Tesla has agreed to pay $1.5 million to settle claims that one of its over-the-air software updates ended up temporarily reducing the maximum battery voltage of over 1,700 Model S sedans. Owners of the vehicles would be receiving $625 each, partly because the settlement’s amount would also be utilized to cover lawyers’ fees.
Proposed settlement documents filed earlier this week in the US District Court in San Francisco noted that the $625 that would be awarded to affected Model S owners is “many times the prorated value of the temporarily reduced maximum voltage,” as per a report from Reuters. Tesla, for its part, has remained silent about the issue.
In May 2019, Tesla rolled out a battery safety update following an incident in Hong Kong involving a Model S catching fire. The update was aimed at improving the longevity of the Model S and Model X’s batteries by optimizing the thermal management system of the vehicles’ battery packs.
A representative from Tesla explained the rationale behind the update in a statement. “As we continue our investigation of the root cause (of the Model S fire), out of an abundance of caution, we are revising charge and thermal management settings on Model S and Model X vehicles via an over-the-air software update that will begin rolling out today, to help further protect the battery and improve battery longevity,” the Tesla spokesperson said.
While the update ensured that Model S and Model X were as safe as possible, it also reduced the maximum voltage on which some Tesla Model S sedans could be charged. One of the affected Model S owners, David Rasmussen, complained to the court in August 2019, stating that Tesla had throttled his car’s battery. Filings to the court indicated that 1,743 Model S were adversely impacted by the update.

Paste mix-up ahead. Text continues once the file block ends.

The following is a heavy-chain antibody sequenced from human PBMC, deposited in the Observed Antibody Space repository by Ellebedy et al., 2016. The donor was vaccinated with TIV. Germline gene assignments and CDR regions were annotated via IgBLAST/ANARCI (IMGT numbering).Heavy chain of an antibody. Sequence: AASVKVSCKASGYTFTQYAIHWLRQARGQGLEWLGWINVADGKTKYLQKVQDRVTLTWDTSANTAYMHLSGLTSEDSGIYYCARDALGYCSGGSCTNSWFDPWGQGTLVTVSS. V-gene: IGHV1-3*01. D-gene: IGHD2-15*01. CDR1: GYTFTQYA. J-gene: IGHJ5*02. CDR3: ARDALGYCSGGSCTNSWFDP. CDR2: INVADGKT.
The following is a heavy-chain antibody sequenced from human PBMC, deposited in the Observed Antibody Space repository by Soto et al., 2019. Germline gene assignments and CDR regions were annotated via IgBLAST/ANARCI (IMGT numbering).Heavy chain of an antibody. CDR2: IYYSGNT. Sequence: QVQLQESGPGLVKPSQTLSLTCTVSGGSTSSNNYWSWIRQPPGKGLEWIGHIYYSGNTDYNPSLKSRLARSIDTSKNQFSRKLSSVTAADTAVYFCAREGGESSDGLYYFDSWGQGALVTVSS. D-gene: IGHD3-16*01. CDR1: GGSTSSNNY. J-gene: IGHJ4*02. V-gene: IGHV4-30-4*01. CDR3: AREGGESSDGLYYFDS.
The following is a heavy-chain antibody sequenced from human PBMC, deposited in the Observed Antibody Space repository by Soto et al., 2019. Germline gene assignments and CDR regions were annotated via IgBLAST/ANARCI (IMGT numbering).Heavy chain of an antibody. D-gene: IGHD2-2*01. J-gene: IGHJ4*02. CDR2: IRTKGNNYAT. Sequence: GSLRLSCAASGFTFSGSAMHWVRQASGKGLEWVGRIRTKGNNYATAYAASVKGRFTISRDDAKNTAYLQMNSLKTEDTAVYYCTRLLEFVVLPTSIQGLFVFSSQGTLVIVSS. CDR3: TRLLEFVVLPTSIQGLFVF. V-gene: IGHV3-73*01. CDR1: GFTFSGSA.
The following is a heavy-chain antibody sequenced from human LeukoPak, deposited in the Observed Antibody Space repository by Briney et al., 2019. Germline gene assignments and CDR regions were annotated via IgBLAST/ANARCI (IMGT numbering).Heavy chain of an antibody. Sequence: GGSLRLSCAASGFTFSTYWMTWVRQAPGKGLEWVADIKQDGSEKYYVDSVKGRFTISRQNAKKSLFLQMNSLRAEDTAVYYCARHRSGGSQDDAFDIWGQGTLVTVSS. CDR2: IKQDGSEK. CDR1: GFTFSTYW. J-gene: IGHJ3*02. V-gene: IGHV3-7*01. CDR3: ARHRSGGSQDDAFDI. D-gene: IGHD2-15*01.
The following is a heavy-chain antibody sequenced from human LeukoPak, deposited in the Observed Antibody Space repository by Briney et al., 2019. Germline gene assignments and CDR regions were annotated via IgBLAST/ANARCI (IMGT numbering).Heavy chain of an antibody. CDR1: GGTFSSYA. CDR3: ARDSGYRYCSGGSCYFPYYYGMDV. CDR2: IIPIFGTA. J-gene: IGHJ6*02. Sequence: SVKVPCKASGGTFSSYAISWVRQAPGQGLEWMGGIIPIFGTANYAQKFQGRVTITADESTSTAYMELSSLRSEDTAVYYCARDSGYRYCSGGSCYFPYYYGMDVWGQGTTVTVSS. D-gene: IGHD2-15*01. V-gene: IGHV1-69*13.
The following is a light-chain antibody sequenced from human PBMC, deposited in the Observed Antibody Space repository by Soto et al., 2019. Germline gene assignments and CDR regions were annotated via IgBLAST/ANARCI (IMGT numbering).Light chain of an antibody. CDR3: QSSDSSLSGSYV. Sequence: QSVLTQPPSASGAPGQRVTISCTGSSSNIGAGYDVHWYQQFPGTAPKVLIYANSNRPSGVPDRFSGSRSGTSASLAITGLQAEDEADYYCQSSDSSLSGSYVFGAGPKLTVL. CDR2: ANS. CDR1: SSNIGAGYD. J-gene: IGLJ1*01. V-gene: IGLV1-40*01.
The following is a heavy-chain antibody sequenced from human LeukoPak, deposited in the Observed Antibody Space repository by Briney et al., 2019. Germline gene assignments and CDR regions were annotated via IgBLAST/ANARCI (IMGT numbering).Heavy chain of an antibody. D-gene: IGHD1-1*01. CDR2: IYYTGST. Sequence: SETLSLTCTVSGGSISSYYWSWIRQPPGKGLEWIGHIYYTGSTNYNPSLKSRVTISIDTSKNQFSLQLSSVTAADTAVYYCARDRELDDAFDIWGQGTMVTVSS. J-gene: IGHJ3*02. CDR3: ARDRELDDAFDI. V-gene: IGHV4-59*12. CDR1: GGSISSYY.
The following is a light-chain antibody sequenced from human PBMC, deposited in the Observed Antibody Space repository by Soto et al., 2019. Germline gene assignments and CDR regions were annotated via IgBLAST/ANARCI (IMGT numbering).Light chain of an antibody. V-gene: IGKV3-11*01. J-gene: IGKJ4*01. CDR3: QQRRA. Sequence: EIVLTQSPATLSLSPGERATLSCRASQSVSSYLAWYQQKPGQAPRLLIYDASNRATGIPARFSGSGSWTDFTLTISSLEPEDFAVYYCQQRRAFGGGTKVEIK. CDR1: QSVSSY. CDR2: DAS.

Tesla eventually rolled out another software update in March 2020 to restore the batteries of the affected Model S vehicles back to their maximum voltage. As noted in a CNBC report, court filings this week have revealed that since then, 1,552 of the affected Model S sedans have already had their batteries’ voltage restored, while 57 vehicles ended up receiving full battery replacements. Other Model S owners whose vehicles were affected should also see their batteries’ maximum voltage restored over time.
Apart from the $1.5 million settlement, Tesla would also have to “maintain diagnostic software for in-warranty vehicles to notify owners and lessees of vehicles that Tesla determines may need battery service or repair for certain battery issues.” This would allow affected owners to monitor the state of their vehicles as needed.
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